Bariatric surgery in India has got an ardent follower in veteran playback singer SP Balasubrahmanyam (SPB), who has been crooning praises of the weight loss procedure.
At the recent launch of the Happy Losers’ Club, a weight loss and healthy living initiative by a Chennai hospital, the 70-year-old revealed that in 2012 he underwent the surgery that changed his life for the better.
"I am a happy loser," a proud SPB announced.
Prior to the surgery, he weighed 126 kg and maintaining a diet and exercise proved to be of little help.
Further panegyrizing, the six-time National Award winner and Guinness World record holder was quoted by The Times of India as saying, "Most people from the cinema industry will never admit to having undergone bariatric surgery. But not me. I lost 35 kilos in the surgery and it has made me a better singer, and given me a better quality of life."
Obesity and its effects
India is reportedly home to the third-highest number of obese and overweight people.
Obesity brings with it an increased risk of developing several major health complications including heart disease, high blood pressure, Type II diabetes, cancer, sleep apnea and can also disrupt people's sex and social lives.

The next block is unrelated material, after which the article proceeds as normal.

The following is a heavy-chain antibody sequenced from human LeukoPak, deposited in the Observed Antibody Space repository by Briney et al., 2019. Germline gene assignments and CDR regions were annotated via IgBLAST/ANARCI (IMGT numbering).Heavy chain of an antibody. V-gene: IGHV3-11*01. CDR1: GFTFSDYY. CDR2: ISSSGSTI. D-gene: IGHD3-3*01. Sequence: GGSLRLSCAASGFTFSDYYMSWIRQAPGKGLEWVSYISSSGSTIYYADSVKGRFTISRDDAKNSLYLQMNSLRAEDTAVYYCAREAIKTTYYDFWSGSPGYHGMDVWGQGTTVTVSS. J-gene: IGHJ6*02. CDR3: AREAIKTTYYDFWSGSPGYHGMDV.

Furthermore, persons with obesity also face ridicule and stigmatization from the society. A recent study, funded by the American Society for Metabolic and Bariatric Surgery, found that Americans blame obesity on willpower, despite evidence it’s genetic.
Cosmetic surgery or a necessary procedure?
Dr V Amar, a senior consultant and Minimal Access Metabolic and Bariatric Surgeon based-out of Hyderabad, says he performs over two dozen such surgeries every month.
Persons with Body Mass Index or BMI of 23-24.99 per metre square (pms) qualify as overweight, where as those with a BMI of 25 and above, and 30 and above fall in the obese and severely obese categories respectively. Bariatric surgery is usually performed on those who are severely obese, he states.
He explains that traditional methods such as dieting and exercising do not bring about permanent weight loss in severely obese people.
When we consume food, some of the energy is used for metabolism, some amount is converted to heat, and the remaining is stored as fat.
"Body fat is under the control of guts hormones like Gherlin (stimulates appetite) and GLP-1 (suppresses) appetite. How much fat should be stored, where should it be stored and where will it be distributed is decided by our hormones," Dr Amar states.
Food and lifestyle habits often influence these hormones.
While persons with BMI lesser than 30 can permanently reduce weight with the help of dieting, exercise or naturopathy and even liposuction, Dr Amar says, this will not work for 96 out of 100 severely obese people. "Even if they do lose weight, it will just be temporary. Because when you fight against hormones, they will fight back."
Another doctor, a Chennai-based plastic surgeon who wished to remain anonymous, however said that only those with BMI 40 or above could be considered for bariatric surgery.